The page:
by Michael Smith (Veshengro)
How can we bring back the reuse mindset of our ancestors, our grandparents and their parents?
The first step is education against the false mantra of recycling. It would appear that the majority, even in the green movement, have misunderstood the recycling message, aided and abetted by our governments (and we will not talk about whether governments are actually a good thing or not), to read “recycle, recycle, recycle” rather than the reuse that is in there also.
Recycling, commercial recycling, is expensive and also impacts on the environment detrimentally.
While reduction of packaging and thus packaging waste is one way of getting rid off the amount that is being produced there is a lot that will remain and reuse, repurposing and upcycling is far better than (commercial) recycling.
It is certainly true that even our ancestors has and created waste and humans have done so – and I am not referring here to human waste, if you know what I mean – and especially since products have been packaged in one way or another.
Our ancestors saw almost every bit of waste – at least those on the lower level – as a resource which to reuse and upcycle well before those words, especially the latter, were coined and became fashionable.
While the words may have become fashionable today few people, it would appear, at least in the developed world, though, seem to be doing it.
Everyone, well almost everyone, seems to have been brainwashed by the misinterpreted recycling mantra in such a way that all that they can think about is to toss those things into the recycling bin regardless of any reuse and upcycling possibilities, and the powers-that-be, from local to central government keep this going. “We need to recycle more” we are told. No one, almost, ever mentions reuse though despite the fact that reuse is much more important.
Instead of buying drinking glasses – which were expensive – our ancestors reused and repurposed glass jars from whatever that were suitable for this and the term “having a jar”, often heard in English working class areas, no doubt came about as a result of this practice of reusing glass jars for drinking glasses.
Shoe boxes were reused and repurposed for storage boxes for knickknacks and especially photographs, letters and documents. More often than not those boxes were given (nice) labels so they knew what was in this or that box. Some would even decorate the boxes with left-over wallpaper or such like.
In other instances glass jars were repurposed as storage containers for dry goods, such as beans, peas, rice and flour or for storing nails, screws and other small bits of hardware in the workshop, garage or garden shed and the ladies used them to store sewing supplies, especially the likes of buttons and such.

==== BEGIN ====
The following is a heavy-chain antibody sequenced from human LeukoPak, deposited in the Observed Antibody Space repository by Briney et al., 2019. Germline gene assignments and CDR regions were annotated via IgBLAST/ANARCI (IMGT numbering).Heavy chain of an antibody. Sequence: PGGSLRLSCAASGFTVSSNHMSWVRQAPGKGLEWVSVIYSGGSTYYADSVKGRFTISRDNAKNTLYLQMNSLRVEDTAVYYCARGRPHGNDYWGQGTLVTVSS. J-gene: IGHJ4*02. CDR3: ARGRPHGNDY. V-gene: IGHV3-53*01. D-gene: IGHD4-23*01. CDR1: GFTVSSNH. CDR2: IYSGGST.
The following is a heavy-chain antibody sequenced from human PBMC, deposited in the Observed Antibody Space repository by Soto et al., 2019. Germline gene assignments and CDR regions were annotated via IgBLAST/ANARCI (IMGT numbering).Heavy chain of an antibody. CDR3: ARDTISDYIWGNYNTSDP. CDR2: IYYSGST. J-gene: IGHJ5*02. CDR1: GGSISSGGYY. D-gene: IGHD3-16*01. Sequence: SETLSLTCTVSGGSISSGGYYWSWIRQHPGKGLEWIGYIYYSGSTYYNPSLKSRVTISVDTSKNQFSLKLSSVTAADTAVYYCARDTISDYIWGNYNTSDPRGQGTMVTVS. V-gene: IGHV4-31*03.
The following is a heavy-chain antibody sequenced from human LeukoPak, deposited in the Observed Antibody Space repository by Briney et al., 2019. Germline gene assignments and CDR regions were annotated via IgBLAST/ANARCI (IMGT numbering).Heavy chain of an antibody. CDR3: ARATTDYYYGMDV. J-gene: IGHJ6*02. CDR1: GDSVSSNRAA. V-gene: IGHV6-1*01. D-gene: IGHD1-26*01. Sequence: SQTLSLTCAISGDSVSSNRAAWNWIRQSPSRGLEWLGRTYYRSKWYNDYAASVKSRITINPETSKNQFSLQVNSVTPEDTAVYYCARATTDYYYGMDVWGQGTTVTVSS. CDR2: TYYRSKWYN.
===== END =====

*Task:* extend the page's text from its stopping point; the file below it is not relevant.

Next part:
Bent nails, extracted from this or that, were straightened out and reused or stored for future use – yes, in those very same glass jars mentioned earlier – and the same goes for screws, nuts and bolts. Out ancestors would – literally – have a field day with the pallets that are tossed out by their thousands today and also with the other things that get thrown away at a daily basis.
They seem to have been able to see a potential reuse in and for almost anything and everything. We, in the main, do appear to have lost this ability, this knack, but we must regain and redevelop it. It is important to do so and to be reusing a repurposing as we will never be able to totally eliminate waste, especially not as regards to packaging waste.
We must revisit the time of our reusing and repurposing ancestors, by way of old “How-To” books and such and then apply what they did to the waste materials of today. While the packaging material world of our ancestors was tin cans, glass and crock jars, wood and cardboard and ours today has more plastic in it many of the ideas of old can still be used and adapted for today.
We must do it for the sake of our finances and especially for the Planet.
The more that we reuse and repurpose for our needs and wants the less money we have to spend on those things and also less waste has to burden the environment as waste and also products for which we substitute the items do not need to be manufactured.
In theory, without adding it all up, recycling sounds very a very good way out but it still needs an awful lot of energy and not just in the process of recycling. It is the collecting and then the transporting – often more than half-way across the globe – to processing that is often omitted from the figures banded about.
Reuse and repurpose more and starve your bins, including your recycling ones. Your wallet and the Planet will thank you.